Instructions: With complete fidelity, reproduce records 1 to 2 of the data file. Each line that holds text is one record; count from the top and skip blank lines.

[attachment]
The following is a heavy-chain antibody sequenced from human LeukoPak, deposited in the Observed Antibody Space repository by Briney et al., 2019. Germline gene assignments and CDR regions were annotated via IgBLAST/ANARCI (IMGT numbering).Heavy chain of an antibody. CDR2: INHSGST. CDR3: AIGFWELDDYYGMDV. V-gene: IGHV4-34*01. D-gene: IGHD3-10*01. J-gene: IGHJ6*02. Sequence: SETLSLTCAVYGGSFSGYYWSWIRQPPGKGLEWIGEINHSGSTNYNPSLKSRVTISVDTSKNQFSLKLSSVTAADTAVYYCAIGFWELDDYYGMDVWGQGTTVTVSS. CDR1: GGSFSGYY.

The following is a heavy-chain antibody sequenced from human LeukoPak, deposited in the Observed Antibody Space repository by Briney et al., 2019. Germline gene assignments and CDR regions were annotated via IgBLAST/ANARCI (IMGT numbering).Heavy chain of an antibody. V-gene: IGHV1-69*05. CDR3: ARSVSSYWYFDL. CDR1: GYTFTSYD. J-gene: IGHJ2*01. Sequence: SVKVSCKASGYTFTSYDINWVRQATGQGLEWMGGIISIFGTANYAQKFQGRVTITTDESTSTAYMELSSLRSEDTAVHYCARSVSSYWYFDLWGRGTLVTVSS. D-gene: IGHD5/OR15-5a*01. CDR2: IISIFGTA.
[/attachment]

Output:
The following is a heavy-chain antibody sequenced from human LeukoPak, deposited in the Observed Antibody Space repository by Briney et al., 2019. Germline gene assignments and CDR regions were annotated via IgBLAST/ANARCI (IMGT numbering).Heavy chain of an antibody. CDR2: INHSGST. CDR3: AIGFWELDDYYGMDV. V-gene: IGHV4-34*01. D-gene: IGHD3-10*01. J-gene: IGHJ6*02. Sequence: SETLSLTCAVYGGSFSGYYWSWIRQPPGKGLEWIGEINHSGSTNYNPSLKSRVTISVDTSKNQFSLKLSSVTAADTAVYYCAIGFWELDDYYGMDVWGQGTTVTVSS. CDR1: GGSFSGYY.

The following is a heavy-chain antibody sequenced from human LeukoPak, deposited in the Observed Antibody Space repository by Briney et al., 2019. Germline gene assignments and CDR regions were annotated via IgBLAST/ANARCI (IMGT numbering).Heavy chain of an antibody. V-gene: IGHV1-69*05. CDR3: ARSVSSYWYFDL. CDR1: GYTFTSYD. J-gene: IGHJ2*01. Sequence: SVKVSCKASGYTFTSYDINWVRQATGQGLEWMGGIISIFGTANYAQKFQGRVTITTDESTSTAYMELSSLRSEDTAVHYCARSVSSYWYFDLWGRGTLVTVSS. D-gene: IGHD5/OR15-5a*01. CDR2: IISIFGTA.